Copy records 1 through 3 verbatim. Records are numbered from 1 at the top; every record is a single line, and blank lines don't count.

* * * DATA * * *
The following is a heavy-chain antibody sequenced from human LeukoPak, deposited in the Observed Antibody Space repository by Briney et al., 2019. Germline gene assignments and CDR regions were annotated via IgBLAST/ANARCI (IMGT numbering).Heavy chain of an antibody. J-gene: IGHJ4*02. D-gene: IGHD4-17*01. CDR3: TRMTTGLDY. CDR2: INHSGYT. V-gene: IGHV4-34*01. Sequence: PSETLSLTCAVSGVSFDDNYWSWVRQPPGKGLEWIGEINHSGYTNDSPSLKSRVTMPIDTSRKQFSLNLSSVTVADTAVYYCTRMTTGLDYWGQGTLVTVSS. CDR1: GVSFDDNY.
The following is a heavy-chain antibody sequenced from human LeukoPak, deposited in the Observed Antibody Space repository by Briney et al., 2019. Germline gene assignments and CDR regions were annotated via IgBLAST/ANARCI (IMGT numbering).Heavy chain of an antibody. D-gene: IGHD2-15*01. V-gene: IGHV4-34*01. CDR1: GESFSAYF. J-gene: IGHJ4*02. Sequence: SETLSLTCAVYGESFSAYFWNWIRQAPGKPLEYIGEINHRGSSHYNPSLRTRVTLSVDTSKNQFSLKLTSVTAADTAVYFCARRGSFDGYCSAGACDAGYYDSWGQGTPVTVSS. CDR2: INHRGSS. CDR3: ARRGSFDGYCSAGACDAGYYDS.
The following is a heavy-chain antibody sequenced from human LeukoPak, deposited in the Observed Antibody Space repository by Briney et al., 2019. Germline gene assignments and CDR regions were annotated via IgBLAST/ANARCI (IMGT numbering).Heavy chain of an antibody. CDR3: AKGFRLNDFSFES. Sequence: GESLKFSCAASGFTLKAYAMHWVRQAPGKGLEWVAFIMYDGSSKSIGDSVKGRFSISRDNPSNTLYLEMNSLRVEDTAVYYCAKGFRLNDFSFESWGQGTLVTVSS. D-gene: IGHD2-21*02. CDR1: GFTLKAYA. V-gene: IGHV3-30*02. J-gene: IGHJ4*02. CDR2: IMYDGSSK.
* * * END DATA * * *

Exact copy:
The following is a heavy-chain antibody sequenced from human LeukoPak, deposited in the Observed Antibody Space repository by Briney et al., 2019. Germline gene assignments and CDR regions were annotated via IgBLAST/ANARCI (IMGT numbering).Heavy chain of an antibody. J-gene: IGHJ4*02. D-gene: IGHD4-17*01. CDR3: TRMTTGLDY. CDR2: INHSGYT. V-gene: IGHV4-34*01. Sequence: PSETLSLTCAVSGVSFDDNYWSWVRQPPGKGLEWIGEINHSGYTNDSPSLKSRVTMPIDTSRKQFSLNLSSVTVADTAVYYCTRMTTGLDYWGQGTLVTVSS. CDR1: GVSFDDNY.
The following is a heavy-chain antibody sequenced from human LeukoPak, deposited in the Observed Antibody Space repository by Briney et al., 2019. Germline gene assignments and CDR regions were annotated via IgBLAST/ANARCI (IMGT numbering).Heavy chain of an antibody. D-gene: IGHD2-15*01. V-gene: IGHV4-34*01. CDR1: GESFSAYF. J-gene: IGHJ4*02. Sequence: SETLSLTCAVYGESFSAYFWNWIRQAPGKPLEYIGEINHRGSSHYNPSLRTRVTLSVDTSKNQFSLKLTSVTAADTAVYFCARRGSFDGYCSAGACDAGYYDSWGQGTPVTVSS. CDR2: INHRGSS. CDR3: ARRGSFDGYCSAGACDAGYYDS.
The following is a heavy-chain antibody sequenced from human LeukoPak, deposited in the Observed Antibody Space repository by Briney et al., 2019. Germline gene assignments and CDR regions were annotated via IgBLAST/ANARCI (IMGT numbering).Heavy chain of an antibody. CDR3: AKGFRLNDFSFES. Sequence: GESLKFSCAASGFTLKAYAMHWVRQAPGKGLEWVAFIMYDGSSKSIGDSVKGRFSISRDNPSNTLYLEMNSLRVEDTAVYYCAKGFRLNDFSFESWGQGTLVTVSS. D-gene: IGHD2-21*02. CDR1: GFTLKAYA. V-gene: IGHV3-30*02. J-gene: IGHJ4*02. CDR2: IMYDGSSK.